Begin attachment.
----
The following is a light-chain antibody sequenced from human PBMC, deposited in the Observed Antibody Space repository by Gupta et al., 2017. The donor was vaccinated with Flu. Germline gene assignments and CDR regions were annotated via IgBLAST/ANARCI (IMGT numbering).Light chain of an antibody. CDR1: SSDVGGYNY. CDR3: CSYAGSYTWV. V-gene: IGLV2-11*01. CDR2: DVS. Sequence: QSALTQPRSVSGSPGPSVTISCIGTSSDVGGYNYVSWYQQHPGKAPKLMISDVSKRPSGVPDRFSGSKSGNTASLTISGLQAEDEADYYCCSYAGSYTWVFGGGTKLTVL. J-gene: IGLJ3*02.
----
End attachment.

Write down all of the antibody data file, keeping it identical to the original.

The following is a light-chain antibody sequenced from human PBMC, deposited in the Observed Antibody Space repository by Gupta et al., 2017. The donor was vaccinated with Flu. Germline gene assignments and CDR regions were annotated via IgBLAST/ANARCI (IMGT numbering).Light chain of an antibody. CDR1: SSDVGGYNY. CDR3: CSYAGSYTWV. V-gene: IGLV2-11*01. CDR2: DVS. Sequence: QSALTQPRSVSGSPGPSVTISCIGTSSDVGGYNYVSWYQQHPGKAPKLMISDVSKRPSGVPDRFSGSKSGNTASLTISGLQAEDEADYYCCSYAGSYTWVFGGGTKLTVL. J-gene: IGLJ3*02.